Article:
Truthfully, it is sad when a venue becomes vilified by infringers because patent owners actually get to have their day in court in front of a jury — a jury that is as likely to award little or nothing as they are to award any meaningful damages. But that is another story for another day. In the meantime, hopefully someone will tell the Supreme Court that nothing they do in TC Heartland will stop patent trolls. The only thing that will stop a patent troll is a defendant standing up to the extortion and stop to paying, because all paying a patent troll does is paint a target on your back that says “sue me because I pay.” Of course this has been true for years, fighting patent trolls almost never happens and you’d be foolish to think that large corporate infringers will wake up and engage a strategy likely to put a stop to patent trolls. They need patent trolls and the narrative of evil patent owners far too much, at least until they get the unilateral disarmament of the U.S. patent system.



Warning & Disclaimer: The pages, articles and comments on do not constitute legal advice, nor do they create any attorney-client relationship. The articles published express the personal opinion and views of the author as of the time of publication and should not be attributed to the author’s employer, clients or the sponsors of

Join the Discussion

7 comments so far.

  • [Avatar for Eric Berend]
    Eric Berend
    April 22, 2017 05:42 pm

    Conventional strategy and tactics honed by centuries of ruthless warfare, along with modern game theory, says that so-called “patent trolls” are all that will be left, in this situation’s ‘endgame’.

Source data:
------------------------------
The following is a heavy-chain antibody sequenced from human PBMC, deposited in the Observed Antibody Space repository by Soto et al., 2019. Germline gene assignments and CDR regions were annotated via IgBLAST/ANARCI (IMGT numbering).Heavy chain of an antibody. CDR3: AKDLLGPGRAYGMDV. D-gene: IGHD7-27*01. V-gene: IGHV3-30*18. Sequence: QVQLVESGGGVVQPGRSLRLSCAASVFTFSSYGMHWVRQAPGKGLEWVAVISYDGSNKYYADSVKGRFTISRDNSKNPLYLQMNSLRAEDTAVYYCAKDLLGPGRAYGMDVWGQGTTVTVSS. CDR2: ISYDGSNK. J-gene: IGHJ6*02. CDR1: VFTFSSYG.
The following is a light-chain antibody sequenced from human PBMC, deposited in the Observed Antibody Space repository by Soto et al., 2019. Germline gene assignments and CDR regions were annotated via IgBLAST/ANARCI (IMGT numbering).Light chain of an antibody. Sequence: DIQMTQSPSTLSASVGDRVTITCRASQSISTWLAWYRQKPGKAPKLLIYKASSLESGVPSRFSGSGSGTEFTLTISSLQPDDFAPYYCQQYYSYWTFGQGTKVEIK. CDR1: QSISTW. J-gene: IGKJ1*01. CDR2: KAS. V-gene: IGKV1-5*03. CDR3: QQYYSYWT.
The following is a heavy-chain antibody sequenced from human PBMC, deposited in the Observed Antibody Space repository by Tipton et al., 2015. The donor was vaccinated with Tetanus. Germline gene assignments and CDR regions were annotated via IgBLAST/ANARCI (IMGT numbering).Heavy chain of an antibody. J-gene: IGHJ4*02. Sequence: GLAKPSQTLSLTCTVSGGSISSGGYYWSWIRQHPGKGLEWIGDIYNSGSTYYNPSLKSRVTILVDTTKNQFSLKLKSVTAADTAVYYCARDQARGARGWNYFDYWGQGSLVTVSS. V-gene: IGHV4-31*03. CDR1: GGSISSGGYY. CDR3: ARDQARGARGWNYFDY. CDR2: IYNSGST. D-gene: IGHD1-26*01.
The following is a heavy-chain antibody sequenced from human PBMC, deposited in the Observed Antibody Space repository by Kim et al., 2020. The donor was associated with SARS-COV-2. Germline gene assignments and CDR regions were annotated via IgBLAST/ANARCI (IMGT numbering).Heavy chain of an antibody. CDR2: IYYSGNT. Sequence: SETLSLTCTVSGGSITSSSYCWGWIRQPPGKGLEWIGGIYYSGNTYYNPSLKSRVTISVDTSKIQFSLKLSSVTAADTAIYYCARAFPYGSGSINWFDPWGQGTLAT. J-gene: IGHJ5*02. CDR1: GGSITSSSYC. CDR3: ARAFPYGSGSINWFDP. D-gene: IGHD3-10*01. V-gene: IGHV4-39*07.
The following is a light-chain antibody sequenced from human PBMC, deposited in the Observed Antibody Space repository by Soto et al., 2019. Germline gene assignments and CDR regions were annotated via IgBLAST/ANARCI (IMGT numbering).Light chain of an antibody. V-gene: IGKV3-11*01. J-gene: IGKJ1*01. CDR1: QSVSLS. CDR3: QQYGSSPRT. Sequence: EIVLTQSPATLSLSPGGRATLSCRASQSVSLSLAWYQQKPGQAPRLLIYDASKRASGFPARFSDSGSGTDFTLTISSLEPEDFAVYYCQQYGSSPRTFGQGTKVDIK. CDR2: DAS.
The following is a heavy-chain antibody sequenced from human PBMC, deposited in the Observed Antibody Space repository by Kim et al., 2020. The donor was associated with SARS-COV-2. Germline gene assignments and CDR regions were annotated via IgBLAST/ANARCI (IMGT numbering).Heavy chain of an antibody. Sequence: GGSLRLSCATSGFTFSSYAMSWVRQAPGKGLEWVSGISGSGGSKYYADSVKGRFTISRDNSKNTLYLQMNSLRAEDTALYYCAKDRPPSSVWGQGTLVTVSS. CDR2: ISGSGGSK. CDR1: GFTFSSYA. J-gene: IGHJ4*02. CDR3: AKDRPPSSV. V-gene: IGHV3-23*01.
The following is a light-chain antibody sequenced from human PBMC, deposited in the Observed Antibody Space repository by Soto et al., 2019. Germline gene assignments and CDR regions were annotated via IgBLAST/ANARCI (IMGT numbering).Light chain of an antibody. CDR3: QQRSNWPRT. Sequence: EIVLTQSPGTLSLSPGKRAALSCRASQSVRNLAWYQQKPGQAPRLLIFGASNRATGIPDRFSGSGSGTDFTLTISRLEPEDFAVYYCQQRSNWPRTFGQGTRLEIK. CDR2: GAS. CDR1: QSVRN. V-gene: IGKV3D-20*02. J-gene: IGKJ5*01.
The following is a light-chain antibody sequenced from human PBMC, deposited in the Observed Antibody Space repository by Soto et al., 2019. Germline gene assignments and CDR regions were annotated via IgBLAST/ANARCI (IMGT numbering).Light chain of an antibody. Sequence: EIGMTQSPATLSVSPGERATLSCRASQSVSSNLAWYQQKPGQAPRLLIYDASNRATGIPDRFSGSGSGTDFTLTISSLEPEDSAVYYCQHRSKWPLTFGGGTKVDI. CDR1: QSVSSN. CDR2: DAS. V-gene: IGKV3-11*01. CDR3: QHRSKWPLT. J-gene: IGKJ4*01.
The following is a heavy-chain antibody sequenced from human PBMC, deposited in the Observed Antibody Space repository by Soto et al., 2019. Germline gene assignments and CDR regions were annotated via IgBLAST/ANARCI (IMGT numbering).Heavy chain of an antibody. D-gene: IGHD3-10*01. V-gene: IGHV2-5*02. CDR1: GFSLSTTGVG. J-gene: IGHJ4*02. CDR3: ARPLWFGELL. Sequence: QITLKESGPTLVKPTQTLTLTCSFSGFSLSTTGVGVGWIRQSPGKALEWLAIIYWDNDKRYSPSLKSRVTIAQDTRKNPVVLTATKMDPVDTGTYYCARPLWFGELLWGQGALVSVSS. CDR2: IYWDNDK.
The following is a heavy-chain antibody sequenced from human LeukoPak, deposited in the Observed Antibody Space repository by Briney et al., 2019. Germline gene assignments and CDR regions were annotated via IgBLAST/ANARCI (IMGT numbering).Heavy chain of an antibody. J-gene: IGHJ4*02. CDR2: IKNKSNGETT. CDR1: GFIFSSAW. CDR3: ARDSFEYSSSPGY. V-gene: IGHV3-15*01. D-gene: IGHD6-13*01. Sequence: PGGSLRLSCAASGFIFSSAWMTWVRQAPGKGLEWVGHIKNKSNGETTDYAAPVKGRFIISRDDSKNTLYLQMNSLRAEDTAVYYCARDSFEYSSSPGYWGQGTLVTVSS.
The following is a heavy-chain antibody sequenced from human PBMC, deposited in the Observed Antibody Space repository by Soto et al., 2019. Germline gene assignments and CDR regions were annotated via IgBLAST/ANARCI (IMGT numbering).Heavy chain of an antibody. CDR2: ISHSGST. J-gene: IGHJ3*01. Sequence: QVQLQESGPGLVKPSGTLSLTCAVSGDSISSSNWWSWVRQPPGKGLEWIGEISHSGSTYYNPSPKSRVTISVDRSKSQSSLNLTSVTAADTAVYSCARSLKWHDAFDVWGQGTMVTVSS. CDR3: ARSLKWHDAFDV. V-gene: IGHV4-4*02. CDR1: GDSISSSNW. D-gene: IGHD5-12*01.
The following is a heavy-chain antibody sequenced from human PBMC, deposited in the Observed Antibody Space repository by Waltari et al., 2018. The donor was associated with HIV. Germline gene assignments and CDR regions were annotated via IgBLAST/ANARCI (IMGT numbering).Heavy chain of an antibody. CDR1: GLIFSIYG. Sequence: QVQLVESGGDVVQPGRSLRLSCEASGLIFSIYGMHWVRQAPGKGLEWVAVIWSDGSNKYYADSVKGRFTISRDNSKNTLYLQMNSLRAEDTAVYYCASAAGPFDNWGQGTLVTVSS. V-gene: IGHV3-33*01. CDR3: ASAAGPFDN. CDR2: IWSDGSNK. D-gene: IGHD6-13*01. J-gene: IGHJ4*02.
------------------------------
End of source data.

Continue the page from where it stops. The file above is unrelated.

Consider: once all of the independent, small entity and individual inventors are driven; then, what will be left?

    So-called “trolls”.

    Including: the largest of these, that are otherwise known as efficient infringers – the TRUE trolls, which are deliberately and quite effectively driving out all other legitimate actors, in their meglomaniacal zeal.

    Thus, fulfilling the truly “Orwellian” nature of this property rights destroying scorched earth campaign. Screaming incessantly about so-called “trolls”, even as the true goal, is to ruin the whole space for precisely everyone else. In the classical times of 20th century fascistic regimes, this is a rhetoric well known as “The Big Lie”. Recently, a similar ignorance helped elect a charlatan rube to the Presidency of the United States.

    Others here, in the past, have chided me for what might appear as egoistic brandishment of intellectual prowess. If so: then don’t display such ignorance of vicious strategy and tactics, developed over a military history spanning the globe with obdurate ruthlessness. Certainly, opponents of U.S. patent protections do not shirk from such extent of determination to prevail, regardless of merit and at all costs to everyone else in our society today, Have we who are concerned for, or operate in, what has sometimes been called the “pro-patent” area, for whatever reason or motivation; responded accordingly?